The phytochemicals quercetin is a flavonol, which is present in many foods, such as apples, broccoli and onions. Studies show that consumption of foods rich in quercetin is associated with a lower risk of heart disease and certain types of cancer. In vitro studies have demonstrated the antioxidant and anticancer activity of quercetin. However, it is not very clear if quercetin also works in vivo because of limited knowledge about bioavailability. In nature, quercetin is present as conjugates with glucuronyl, sulphuryl or methyl moieties. Previous studies have shown that quercetin glycoside is first transformed in aglycone quercetin by different enzymes. Other enzymes transform the quercetin into glucuronated, sulphated and methylated quercetin conjugates. Different quercetin conjugates have specific properties.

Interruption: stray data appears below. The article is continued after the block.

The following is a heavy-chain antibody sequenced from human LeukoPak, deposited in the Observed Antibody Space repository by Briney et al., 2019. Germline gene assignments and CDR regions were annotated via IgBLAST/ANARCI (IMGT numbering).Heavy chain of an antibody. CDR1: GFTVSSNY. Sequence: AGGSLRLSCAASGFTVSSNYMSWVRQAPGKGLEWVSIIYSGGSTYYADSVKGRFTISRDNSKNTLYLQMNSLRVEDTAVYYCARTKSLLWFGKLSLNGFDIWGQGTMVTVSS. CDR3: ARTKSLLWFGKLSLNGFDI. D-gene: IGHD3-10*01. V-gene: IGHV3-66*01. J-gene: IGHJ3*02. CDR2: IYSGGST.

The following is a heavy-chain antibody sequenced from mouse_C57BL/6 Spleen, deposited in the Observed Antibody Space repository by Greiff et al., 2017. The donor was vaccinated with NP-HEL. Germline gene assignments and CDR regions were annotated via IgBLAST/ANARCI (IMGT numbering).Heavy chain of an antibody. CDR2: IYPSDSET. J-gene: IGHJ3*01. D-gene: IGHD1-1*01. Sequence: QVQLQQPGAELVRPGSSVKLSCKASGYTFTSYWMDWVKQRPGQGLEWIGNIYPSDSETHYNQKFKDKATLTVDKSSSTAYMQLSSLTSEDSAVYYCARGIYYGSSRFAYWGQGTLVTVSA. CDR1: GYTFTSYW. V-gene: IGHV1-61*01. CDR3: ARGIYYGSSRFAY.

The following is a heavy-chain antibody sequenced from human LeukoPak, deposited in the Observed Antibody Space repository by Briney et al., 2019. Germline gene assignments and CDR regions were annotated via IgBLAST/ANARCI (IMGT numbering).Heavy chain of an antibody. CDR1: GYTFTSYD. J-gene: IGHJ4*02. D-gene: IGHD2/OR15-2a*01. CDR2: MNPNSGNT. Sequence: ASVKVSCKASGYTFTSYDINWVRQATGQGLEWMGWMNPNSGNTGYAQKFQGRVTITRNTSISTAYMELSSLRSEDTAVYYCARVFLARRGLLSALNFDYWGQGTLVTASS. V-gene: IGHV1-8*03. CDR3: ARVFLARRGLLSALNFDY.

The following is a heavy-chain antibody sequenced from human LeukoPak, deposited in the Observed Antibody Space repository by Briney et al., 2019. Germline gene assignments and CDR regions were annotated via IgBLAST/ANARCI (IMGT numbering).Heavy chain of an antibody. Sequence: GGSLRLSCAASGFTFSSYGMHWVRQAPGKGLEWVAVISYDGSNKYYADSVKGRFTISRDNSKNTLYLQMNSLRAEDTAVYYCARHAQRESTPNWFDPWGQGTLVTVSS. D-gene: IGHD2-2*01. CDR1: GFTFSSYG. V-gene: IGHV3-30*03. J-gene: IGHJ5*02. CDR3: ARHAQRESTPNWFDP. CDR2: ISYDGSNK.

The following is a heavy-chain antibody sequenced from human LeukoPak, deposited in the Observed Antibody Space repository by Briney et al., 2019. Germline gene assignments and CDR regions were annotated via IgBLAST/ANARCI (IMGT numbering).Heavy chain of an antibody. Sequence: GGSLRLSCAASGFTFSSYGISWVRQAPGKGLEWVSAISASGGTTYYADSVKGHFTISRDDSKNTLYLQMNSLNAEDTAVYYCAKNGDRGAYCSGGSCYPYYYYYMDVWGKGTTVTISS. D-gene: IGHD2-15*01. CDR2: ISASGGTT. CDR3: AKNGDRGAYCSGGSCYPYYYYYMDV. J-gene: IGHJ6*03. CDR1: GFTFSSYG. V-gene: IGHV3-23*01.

The aim of this study was to investigate the metabolism of ingested quercetin in rats, by measuring quercetin metabolites in the gut content, intestinal tissues and other internal tissues. The study was carried out on rats, which received a diet rich in quercetin (0.45%) during a period of six weeks. After this period, in total 16 different quercetin metabolites were identified. The gut content mainly contained unmetabolized quercetin whereas the intestinal tissues contained different levels of metabolized quercetin. In the other tissues quercetin was mainly found as sulphated methyl-quercetin glucuronide. Each intestinal tissue showed its own pattern of quercetin conjugates whereas tissues of the plasma, liver and kidney showed the same pattern. All quercetin found in plasma was metabolized. The study showed that quercetin undergoes extensive biotransformation during metabolism.
Source: Graf BA, Ameho C, Dolnikowski GG, Milbury PE, Chen CY and Blumberg JB. Rat Gastrointestinal Tissues Metabolize Quercetin. Journal of Nutrition. 136:39-44, January 2006